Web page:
• List of what is claimable (transportation, WiFi, meals, daily expenses, etc.)
  • Details of contact person(s) in case of emergencies
  • Step-by-step procedures for reimbursements
  • Whether approvals are required for certain expenses

Different employees travel for different reasons, to different destinations, at varying frequencies. On top of that, they may have their own preferences. All these should be taken into consideration to better forecast your business expenses and manage your budget.

airplane travellers airport
It’s never a good practice to leave things up in the air, especially when it comes to travel planning. | Credit: Mohamed Hassan via Pixabay

Common Challenges for Writing a Business Travel Program

With your goal in mind, the next thing is to align your travel policy with your company’s management style and work culture. If it is strict or fairly casual, or a mix of both depending on circumstances, this needs to be communicated clearly. It is also necessary for employees to be aware of what they need to do to handle business travel expenses.

Some possible challenges you may encounter with your corporate travel policy are:

  • Language: It’s easy to get carried away putting in too many rules, especially when ensuring that costs need to be kept at a reasonable level. Also, language that is too technical or difficult to understand may cause the guidelines to appear vague or contradictory.
  • Implementation: Take care to enforce your policy from the beginning, clarify it as questions arise, and refine it as uncertainties come to light—before it sets a precedence for both employees and management to be vague about what is allowed and what is not.
  • Stakeholders: Take into consideration all the stakeholders ranging from the different departments and management as well as employees, in case anything causes one group to feel like their needs are not being heard or met.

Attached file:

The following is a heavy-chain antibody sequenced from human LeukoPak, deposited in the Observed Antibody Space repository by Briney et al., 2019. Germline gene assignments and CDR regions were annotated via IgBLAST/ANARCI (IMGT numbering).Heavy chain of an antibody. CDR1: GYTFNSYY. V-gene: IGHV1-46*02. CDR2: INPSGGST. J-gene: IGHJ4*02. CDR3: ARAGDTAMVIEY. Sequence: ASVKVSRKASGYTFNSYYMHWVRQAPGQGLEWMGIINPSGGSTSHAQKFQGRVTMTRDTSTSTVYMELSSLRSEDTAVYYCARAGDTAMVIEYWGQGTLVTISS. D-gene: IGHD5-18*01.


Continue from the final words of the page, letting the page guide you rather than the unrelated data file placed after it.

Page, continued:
man briefcase walking
Set up your business travel program and let your employees fulfil their work duties with confidence. | Credit: Marten Bjork via Unsplash

Particulars covered in a Business Travel Policy

While the common travel expenses such as airfare, accommodation, meals, tips and entertainment have been covered, there are many other variables when it comes to planning a work trip.

Here are some additional and non-exhaustive points to consider when it comes to writing your business travel policy:

  • Spending limits: Are food expenses calculated on a per meal basis with a capped budget or a per diem stipend? What types of entertainment can be considered client- or work-related and thus claimable?
  • Personal expenses: It is recommended to highlight what will not be covered, rather than assume they are understood by all parties involved. These examples can include laundry services, mini-bar charges, or personal phone call charges.
  • Documentation to process reimbursements: Detail the specific documentation needed by employees, such as receipts and the like, in order for them to be reimbursed later.

When you have established a comprehensive business travel program, it will form the basis for all work trip planning for everyone in the company. Without any unnecessary guesswork, the process will be more streamlined, and your employees will be able to carry out their duties more efficiently. After all, being sure about certain specifics at the beginning is a good start to any kind of travel planning! If you would like more professional advice in this area, we are happy to assist.